The Phillies have their own sophomore in Bryson Stott. The 25-year-old second basemen made his MLB debut in 2022 as he ended Spring Training with a spot on the big league roster. The start of his career was not what he or the team was expecting. In his first nine games of his career he hit .131/.161/.328. He was sent down to Triple-A in April to further work on his game and the air was let out of the room. However, in May, he was called back up due to an injury to the then-Phillies shortstop Didi Gregarious. He was given a second chance and made the most of it. He became known for being a tough out, fighting off pitches and having good at bats. By the end of his rookie year, his average climbed to .234. He definitely had some weakness that he had to address, namely fastballs up in the zone and his power was still lacking. According to Baseball Reference, against average or better power pitchers, he hit for a lowly .201 striking out 22% of the time. Against finesse pitchers, that batting average jumps to .294 and the strikeout rate drops to 13%. Overall he was striking out 19.1% of the time with a walk rate of 7.7%. Not something you like to see from your young prospect who is known for getting the bat on ball.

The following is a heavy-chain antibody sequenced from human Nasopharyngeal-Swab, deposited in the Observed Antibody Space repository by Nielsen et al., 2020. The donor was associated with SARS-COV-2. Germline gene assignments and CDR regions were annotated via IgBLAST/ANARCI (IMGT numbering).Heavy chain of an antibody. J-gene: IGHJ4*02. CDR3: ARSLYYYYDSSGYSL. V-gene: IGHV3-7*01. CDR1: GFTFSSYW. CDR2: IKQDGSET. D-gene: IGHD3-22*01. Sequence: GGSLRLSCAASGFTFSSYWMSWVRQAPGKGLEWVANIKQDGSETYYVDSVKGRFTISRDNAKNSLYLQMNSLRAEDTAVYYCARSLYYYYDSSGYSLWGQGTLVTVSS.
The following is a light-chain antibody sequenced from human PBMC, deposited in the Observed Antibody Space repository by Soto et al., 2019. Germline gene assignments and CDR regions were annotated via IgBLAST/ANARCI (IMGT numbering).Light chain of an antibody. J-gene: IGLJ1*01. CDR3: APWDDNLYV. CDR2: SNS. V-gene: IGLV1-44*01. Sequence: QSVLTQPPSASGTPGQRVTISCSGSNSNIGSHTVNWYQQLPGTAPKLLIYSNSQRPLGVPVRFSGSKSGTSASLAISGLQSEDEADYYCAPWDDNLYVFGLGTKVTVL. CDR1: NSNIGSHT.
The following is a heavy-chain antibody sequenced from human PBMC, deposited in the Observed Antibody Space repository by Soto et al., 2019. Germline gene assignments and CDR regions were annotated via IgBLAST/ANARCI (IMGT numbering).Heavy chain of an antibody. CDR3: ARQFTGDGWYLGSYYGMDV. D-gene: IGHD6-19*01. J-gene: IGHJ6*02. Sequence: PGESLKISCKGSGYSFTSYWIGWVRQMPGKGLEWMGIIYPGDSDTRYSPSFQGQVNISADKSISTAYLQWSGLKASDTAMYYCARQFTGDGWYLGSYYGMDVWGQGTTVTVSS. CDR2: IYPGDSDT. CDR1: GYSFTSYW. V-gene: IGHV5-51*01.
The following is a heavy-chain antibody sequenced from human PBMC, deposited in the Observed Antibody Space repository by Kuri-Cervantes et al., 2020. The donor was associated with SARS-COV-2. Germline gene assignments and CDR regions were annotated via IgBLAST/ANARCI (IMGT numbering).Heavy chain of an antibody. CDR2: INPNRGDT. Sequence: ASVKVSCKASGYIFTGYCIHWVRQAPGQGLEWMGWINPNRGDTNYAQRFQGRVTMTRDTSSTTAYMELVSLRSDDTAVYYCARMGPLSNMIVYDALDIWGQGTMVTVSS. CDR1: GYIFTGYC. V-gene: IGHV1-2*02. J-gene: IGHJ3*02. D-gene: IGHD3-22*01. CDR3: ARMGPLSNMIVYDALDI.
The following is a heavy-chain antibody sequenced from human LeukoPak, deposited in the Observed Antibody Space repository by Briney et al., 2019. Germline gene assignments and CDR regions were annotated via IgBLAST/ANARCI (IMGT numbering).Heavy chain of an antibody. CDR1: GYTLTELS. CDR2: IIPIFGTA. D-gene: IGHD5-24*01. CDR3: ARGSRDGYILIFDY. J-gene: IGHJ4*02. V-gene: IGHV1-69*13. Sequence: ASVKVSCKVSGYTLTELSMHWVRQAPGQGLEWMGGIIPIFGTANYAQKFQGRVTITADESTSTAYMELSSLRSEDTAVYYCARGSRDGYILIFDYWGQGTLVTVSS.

However, the signs were there towards the end of the year and especially the playoffs that Stott’s confidence was building, and he was going to make a leap in 2023. The quintessential at bat that puts this on display is in game three of the NLDS. Spencer Strider was cruising at the start of the game and in the bottom of the third inning Stott stepped up to the plate with Marsh on first. After going down in the count early, Stott proceeded to foul off four pitches that looked to be easy strikeouts and he hit the ninth pitch down the right field line for a double that opened the flood gates for the Phillies. It was something of a coming out party for the young infielder. He showed that he can go head-to-head with the best pitchers in the game and not give up an inch.